Gary woman sentenced to 50 years in death of foster child; defense said they will appeal – Chicago Tribune


A woman convicted of killing her 18-month-old foster child has been sentenced to 50 years in prison for the crime.

Except to answer “Yes” or “No” when Superior Court Judge Salvador Vasquez asked a question, Jamilia Shenese Hodge, 37, remained silent during her sentencing Wednesday. Her attorney, Scott King, told the court he advised her not to give a statement since she plans to appeal the sentence.

King, who asked that Vasquez sentence Hodge to the minimum of 45 years, said in his remarks that the entirety of the evidence against Hodge hinged only upon the 6.5 hours Hodge was interrogated over two days, not on any injuries Hodges allegedly inflicted. While he respected the jury’s decision, he said he didn’t agree with the verdict.

“We have a defendant in this case where this was the first contact with police she’d ever had in any category,” King said. “A huge mitigating factor is a complete lack of interaction with the court.

“ (Hodge is) 37 years old and a mom of a 6-year-old, a young woman who didn’t just get barely through but who took classes in business and psychology. She worked and was the sole supporter of her household: her kid, foster kids and two grown men.”

King also said the big part of Hodge’s appeal will be methods in which police interrogated her.

Prosecuting Attorney Michelle Jatkiewicz asked if the court was really going to let Hodge decline to make a statement, then said that the victim, Emma Salinas, deserved better.

“What the court is left with is two aggravating factors: Emma’s age because she was defenseless, and the position of trust. Miss Hodge chose to take the kids on when they were removed from their mother’s care. She not only violated their mother’s trust, but she violated the trust of the state.”

Jatkiewicz, who asked that Hodge be sentenced to 60 years, said Hodge admitted to heavy marijuana use since she was 15 and reminded the court that Hodge spent more time casting herself as the victim than showing remorse for the victim.

Vasquez said he doesn’t understand how Hodge, who had no previous contact with the law, could’ve killed Emma since nothing ever indicated she would be capable. But he did agree that Hodge violated a lot of trust.

“You failed, and you failed horribly,” Vasquez said. “Your obligation was to bring her home, and it didn’t occur.”

Vasquez agreed that the state’s argument for the maximum sentence was valid but ultimately decided it wasn’t appropriate. He sentenced her to 50 years with five years of probation and then lifetime parole.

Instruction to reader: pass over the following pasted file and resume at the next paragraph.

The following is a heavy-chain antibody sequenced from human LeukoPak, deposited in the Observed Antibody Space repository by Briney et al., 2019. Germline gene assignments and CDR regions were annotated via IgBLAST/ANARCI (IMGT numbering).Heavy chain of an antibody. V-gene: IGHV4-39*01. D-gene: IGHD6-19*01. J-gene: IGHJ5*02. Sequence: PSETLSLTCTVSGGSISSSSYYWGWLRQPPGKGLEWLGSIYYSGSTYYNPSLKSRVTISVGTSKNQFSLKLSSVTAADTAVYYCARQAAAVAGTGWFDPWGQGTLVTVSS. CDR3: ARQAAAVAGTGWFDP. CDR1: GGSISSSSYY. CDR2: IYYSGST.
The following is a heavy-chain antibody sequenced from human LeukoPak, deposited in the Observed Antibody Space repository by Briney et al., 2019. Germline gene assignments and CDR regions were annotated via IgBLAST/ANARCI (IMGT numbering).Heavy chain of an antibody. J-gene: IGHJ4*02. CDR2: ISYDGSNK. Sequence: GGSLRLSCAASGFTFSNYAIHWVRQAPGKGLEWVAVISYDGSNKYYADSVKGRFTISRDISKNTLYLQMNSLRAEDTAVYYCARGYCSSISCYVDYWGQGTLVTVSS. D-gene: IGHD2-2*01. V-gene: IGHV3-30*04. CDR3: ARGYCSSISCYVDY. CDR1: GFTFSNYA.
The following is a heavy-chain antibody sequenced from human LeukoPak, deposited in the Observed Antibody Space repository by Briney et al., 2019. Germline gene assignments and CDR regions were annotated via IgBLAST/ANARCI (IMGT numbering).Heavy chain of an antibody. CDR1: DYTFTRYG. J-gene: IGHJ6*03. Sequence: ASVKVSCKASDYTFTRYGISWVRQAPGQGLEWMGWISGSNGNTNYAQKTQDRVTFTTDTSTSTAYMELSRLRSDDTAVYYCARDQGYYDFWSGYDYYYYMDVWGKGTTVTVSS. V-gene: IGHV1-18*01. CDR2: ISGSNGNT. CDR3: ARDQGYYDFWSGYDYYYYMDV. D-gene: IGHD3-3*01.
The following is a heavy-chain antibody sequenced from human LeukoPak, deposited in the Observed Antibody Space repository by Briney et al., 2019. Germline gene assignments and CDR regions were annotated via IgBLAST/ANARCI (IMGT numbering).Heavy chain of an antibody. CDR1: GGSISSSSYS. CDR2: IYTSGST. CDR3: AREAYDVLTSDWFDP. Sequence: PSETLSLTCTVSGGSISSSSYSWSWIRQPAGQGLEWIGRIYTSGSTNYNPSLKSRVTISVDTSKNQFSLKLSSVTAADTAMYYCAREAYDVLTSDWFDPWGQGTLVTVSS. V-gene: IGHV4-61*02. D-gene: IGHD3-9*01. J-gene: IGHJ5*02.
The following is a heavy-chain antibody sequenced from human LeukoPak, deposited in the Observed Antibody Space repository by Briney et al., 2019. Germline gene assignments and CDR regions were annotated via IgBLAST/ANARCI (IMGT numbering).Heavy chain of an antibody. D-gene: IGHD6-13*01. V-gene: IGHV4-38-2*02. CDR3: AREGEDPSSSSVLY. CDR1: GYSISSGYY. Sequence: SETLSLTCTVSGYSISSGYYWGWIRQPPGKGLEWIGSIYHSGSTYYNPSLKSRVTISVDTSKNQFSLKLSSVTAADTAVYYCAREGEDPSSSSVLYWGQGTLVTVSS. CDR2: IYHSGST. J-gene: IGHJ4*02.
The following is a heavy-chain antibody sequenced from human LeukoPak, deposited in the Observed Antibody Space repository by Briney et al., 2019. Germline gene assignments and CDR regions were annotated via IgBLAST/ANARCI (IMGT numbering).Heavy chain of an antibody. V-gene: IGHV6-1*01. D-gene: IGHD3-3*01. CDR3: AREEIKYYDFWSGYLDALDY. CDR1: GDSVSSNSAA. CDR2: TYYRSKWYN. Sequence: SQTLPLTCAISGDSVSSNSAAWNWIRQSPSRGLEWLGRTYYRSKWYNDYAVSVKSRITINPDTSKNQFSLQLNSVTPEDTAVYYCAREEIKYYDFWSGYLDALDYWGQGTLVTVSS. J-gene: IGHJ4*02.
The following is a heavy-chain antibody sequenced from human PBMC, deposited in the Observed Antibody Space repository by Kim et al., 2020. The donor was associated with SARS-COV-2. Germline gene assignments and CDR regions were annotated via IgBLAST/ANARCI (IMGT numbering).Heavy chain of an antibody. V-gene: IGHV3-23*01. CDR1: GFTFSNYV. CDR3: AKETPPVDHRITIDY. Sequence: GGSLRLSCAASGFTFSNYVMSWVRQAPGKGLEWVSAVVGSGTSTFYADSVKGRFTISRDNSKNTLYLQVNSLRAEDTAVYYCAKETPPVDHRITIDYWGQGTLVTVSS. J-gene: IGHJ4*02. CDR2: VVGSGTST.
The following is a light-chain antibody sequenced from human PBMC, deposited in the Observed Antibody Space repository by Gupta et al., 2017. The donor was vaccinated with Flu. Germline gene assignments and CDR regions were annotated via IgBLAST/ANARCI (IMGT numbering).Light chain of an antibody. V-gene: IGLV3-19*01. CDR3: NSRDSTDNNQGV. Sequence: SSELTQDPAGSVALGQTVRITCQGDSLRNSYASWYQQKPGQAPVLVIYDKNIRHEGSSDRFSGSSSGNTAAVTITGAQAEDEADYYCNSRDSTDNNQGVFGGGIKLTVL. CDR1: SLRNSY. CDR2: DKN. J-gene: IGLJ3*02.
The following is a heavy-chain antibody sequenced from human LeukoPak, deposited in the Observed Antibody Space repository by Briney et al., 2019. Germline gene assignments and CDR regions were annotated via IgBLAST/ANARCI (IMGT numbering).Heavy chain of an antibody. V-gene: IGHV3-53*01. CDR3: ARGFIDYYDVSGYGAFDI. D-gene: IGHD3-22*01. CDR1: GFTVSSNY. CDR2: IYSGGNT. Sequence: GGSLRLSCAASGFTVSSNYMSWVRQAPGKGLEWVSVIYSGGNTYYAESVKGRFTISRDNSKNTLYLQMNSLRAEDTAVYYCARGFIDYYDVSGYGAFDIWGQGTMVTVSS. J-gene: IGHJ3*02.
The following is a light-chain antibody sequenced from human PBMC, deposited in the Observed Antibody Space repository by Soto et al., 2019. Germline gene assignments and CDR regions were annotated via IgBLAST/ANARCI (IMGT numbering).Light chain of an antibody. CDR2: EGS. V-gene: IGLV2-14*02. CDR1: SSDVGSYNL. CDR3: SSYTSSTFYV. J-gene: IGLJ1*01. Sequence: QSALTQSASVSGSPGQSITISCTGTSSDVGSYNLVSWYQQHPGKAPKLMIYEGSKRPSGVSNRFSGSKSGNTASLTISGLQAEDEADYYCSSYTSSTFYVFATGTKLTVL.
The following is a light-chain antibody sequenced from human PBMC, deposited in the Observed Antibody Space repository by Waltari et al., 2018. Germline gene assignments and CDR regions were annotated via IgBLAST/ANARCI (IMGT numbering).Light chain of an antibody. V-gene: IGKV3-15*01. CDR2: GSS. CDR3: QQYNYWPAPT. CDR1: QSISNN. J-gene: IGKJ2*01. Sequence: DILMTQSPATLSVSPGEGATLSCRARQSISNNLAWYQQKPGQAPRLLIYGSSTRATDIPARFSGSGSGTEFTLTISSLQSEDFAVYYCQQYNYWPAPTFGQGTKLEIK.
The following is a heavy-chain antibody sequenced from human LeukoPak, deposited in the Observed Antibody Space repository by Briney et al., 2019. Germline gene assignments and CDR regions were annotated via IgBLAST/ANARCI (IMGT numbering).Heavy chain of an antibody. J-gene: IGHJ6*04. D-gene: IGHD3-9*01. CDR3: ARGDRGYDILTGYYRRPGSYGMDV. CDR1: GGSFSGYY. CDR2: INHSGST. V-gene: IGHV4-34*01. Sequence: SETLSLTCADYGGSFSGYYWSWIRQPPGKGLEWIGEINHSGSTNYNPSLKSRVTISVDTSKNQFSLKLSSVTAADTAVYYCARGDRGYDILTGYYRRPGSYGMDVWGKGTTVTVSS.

Gary Detective Sgt. Ed Gonzalez and Ogden Dunes Police Chief Jeremy Ogden, who were among the officers who responded to the call in 2017, attended the sentencing. Both said they “had no words.”

“Thinking that Emma’s siblings walked past her in the morning and saw her lying there, not knowing anything was wrong, then being taken away by CPS after school, I’m at a loss for words,” Gonzalez said. “It was tragic for someone this young to have lost her life.”

“We’ll always see her lying there in her crib,” Ogden added.

Hodge told police that Emma was one of four foster children in her care. She called 911 around 11:42 a.m. May 4 to report that the child had died, according to court records.

Autopsy findings showed the girl suffered a possible dislocation of vertebrae in her neck and died of asphyxia due to suffocation, which was complicated by blunt force trauma to the head. The child also had bleeding on the brain, the probable cause affidavit states.

The forensic pathologist who conducted the autopsy estimated the child had been dead at least 12 hours before the 911 call, according to court records.

In an interview with police, Hodge said she took two of her foster children to school that morning, returned home to take a third child to school and came back home around 8 a.m., when she noticed Emma’s face was facing the wall in the same position as when Hodge left, according to the probable cause affidavit.

Emma had arrived home around 7:30 p.m. May 2 from visiting her biological mother, who complained the child was sick with a fever and diarrhea, records state.

Hodge’s boyfriend returned to the Miller home around midnight May 3 and heard Emma yelling or crying in the crib while the other children in the bedroom were trying to sleep, records state. The boyfriend told police he opened the bedroom door and told Emma to quiet down, and she did, records state.

Hodge said she did not get out of bed when her boyfriend and his brother came home from working out, but both said Hodge was awake and in the kitchen when they came home, records state.

In a follow-up interview, Hodge said she put a hand over the toddler’s face to stop her from crying and put her left hand on the child’s chest as she lay on her back, records state. As she spoke with investigators, Hodge started crying and said she was sorry for what happened and that it was an accident, records state.

Meredith Colias-Pete contributed.

Michelle L. Quinn is a freelance reporter for the Post-Tribune.


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